So the bigram "John Lennon" (25 million hits) is apparently more talked about than "Elvis Presley" (20 million hits). But both get beaten by "Paris Hilton" (32 million hits), who in turn is dwarfed by "Michael Jackson" (98 million). And of course, "Lady Gaga" (140 mln) is the biggest.
That's pretty clear, right?
Not really. In fact, this statistics is fundamentally flawed. The Internet is growing at a rapid rate, and this growth is not compensated for in Google hit statistics. This issue is easy to spot when comparing the Google statistics for the bigrams "Barack Obama" (71 mln hits) and "Bill Clinton" (11 mln hits). The dominant effect in creating this huge difference is simply the internet now being much bigger than during the presidency of Clinton.
So Google search is not suitable for tracking trends and measuring impact. And not unrelated to its growth rate is the fact that the internet is simply too young to provide the required statistics.
Now Google has come up with a new tool that fixes all of this. It's based on Google's huge database of digitized books, and goes under the name Google Books Ngram Viewer. The tool searches in a giant database of currently half a trillion words in more then five million books published since 1500. It generates occurrence statistics for n-grams linked to the year of publication, and normalizes the result against the number of n-grams published that year. The end result is a frequency of occurrence, the percentage of n-grams published in a given year that are identical to the one you entered.
The Ngram viewer was made available to the public two days ago, and despite the low-profile introduction, the tool is definitely making waves (see here, here and here). The tool discloses a vast and rich area of research for scholars, but provides fun to teenagers as well. I have played with it, and have to confess it yields intriguing results and is kind of addictive.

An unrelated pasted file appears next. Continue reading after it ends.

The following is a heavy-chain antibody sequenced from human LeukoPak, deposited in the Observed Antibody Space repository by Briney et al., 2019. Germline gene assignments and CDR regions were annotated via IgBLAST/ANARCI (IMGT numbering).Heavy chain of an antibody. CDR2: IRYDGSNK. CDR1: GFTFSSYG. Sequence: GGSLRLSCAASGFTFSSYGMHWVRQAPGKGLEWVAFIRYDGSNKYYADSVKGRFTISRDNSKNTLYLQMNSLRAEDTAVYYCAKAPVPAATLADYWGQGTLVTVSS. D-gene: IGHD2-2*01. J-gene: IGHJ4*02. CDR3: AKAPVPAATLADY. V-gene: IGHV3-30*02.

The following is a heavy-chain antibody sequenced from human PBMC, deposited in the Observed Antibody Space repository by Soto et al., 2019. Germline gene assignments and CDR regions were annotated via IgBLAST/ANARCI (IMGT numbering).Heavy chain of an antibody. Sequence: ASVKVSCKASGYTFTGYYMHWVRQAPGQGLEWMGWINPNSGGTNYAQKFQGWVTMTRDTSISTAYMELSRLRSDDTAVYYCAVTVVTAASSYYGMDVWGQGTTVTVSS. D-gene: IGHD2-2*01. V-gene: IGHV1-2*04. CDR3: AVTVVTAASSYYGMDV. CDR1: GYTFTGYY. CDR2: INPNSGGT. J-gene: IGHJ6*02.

Of course I simply had to check who is the biggest scientist. Who do you think would classify for that title? Of course we are going to base our nomination on the historic occurrence statistics captured in the Google Ngram Viewer. The Guardian claims that Freud appears way more often than Darwin or Einstein. That is correct, but guess what: we have a king of science, it is a physicist and his impact continues over two-and-a-half centuries:
Yes, it's Sir Isaac. At the top of his fame four out of every million bigrams written was the bigram "Isaac Newton". That's awesome. Einstein, whose real fame seems not to have started before 1930 has also grown into an icon of science, but never even reached a hit rate of one in a million. And Freud? He reached his maximum influence in the 1990's, but stayed below the two-in-a-million level. And his popularity rapidly declined thereafter.
Isaac Newton is a worthy 'King of Science'. Not only did his influence, measured in occurrences of his name, reach unprecedented levels, also his influence sustained over several centuries. And, by awarding the title 'King of Science' to Newton, we have a king that can compete with his colleague 'King of Pop' also in terms of weirdness. But how does Sir Isaac fare in terms of written hits when pitted against Wacko Jacko? Remember, Michael Jackson has close to a hundred-million occurrences on the internet, that is more than the combined score of Elvis Presley, John Lennon, Bill Clinton and Paris Hilton. Does poor Isaac stand any chance?
Well, when it comes to looking back into history, we are strongly myopic.
We continue to underestimate the impact of historic figures and overestimate that of people whose actions we have witnessed. Judge for yourself who had a bigger historic impact:
Looking for Isaac's true peers, we have to forget today's hypes and current celebrities, and turn our attention to those who changed history. Our King of Science in comparison to two other highly influential European historical figures:
* Don't forget the double quotes to make the search string-specific!
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